To the surprise of everyone, after a 70-year absence, the wapato emerged. This happened without seeds and without planting. It had been dormant for decades, like that long lost friend waiting for your next visit. When we include tribal members voice and oral history in restoration it can have a magnificent result. 

What does the power of tribal voice & wapato mean?

In the hundreds of the tours, case studies, videos, and trainings given, this one-word, wapato has restored the database connected with it. It has increased meaning for the graduate students taking an economics class about the benefits of a wetland. It is thought about during the wetland mitigation process and when they make another wetland how can they include traditional plants...not just a pond with no cover for birds. 

For the Native sitting in a science class, it represents hope that if you hold onto the thousands of years of knowledge your tribal people share with you, it will be worth it.  

You learn one word

Dear friend, there is a lot of power of learning, teaching or speaking just one word in the Native language. It might seem small. It might seem like you want to crush through the word counts and phrases. But, it is important to learn what is connected with the word. Then seek to connect that word in as many possible ways. Okay, some of you will ignore this. That is okay. Rock your language learning you all-star. Maybe you learn 50+ words a week, you can always go back and try to add depth. Above all else, think of the words and resources like friends we always can learn more about.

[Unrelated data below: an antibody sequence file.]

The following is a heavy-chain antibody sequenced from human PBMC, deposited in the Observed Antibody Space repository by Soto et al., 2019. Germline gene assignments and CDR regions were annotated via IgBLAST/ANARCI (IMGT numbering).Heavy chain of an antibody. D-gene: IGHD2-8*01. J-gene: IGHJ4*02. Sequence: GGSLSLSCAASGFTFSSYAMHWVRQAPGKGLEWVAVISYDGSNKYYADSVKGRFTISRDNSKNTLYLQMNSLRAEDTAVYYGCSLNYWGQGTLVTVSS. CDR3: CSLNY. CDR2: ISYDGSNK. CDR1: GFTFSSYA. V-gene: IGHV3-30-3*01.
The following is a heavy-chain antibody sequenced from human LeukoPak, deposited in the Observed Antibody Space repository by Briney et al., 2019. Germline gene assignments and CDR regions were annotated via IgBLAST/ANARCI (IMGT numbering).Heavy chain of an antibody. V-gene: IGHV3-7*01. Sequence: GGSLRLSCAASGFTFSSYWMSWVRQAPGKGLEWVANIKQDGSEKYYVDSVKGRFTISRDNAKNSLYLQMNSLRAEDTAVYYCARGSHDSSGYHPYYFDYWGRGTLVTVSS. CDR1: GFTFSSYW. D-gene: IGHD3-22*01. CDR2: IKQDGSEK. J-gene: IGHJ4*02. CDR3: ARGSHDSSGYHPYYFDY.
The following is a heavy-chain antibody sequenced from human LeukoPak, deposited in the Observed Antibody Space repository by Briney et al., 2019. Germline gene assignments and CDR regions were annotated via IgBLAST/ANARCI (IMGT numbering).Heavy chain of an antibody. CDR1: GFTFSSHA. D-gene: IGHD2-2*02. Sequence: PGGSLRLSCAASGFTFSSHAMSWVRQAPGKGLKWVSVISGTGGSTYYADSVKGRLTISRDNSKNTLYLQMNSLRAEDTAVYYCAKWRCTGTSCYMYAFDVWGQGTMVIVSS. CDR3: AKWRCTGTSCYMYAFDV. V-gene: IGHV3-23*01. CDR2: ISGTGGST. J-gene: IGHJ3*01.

Sharing this story of working together

Nationally: We have tribes from the nation looking at this model, including one of the lead biologists that now works in the Midwest. With thousands of more acres, the Yakama Nation leads one of the largest tribal wetland and riparian restoration projects in the nation. 

Locally: We have local landowners ask how they can work to restore their land to historic use. Also, I was giving a tour once and a Caucasian teacher remarked how he had learned about wapato in college. He was a teacher at one of the schools on the Yakama Reservation. I thought of how he valued the voice and work of tribal people and how much it probably meant for the Native students in his class to have a tour by a Yakama tribal member.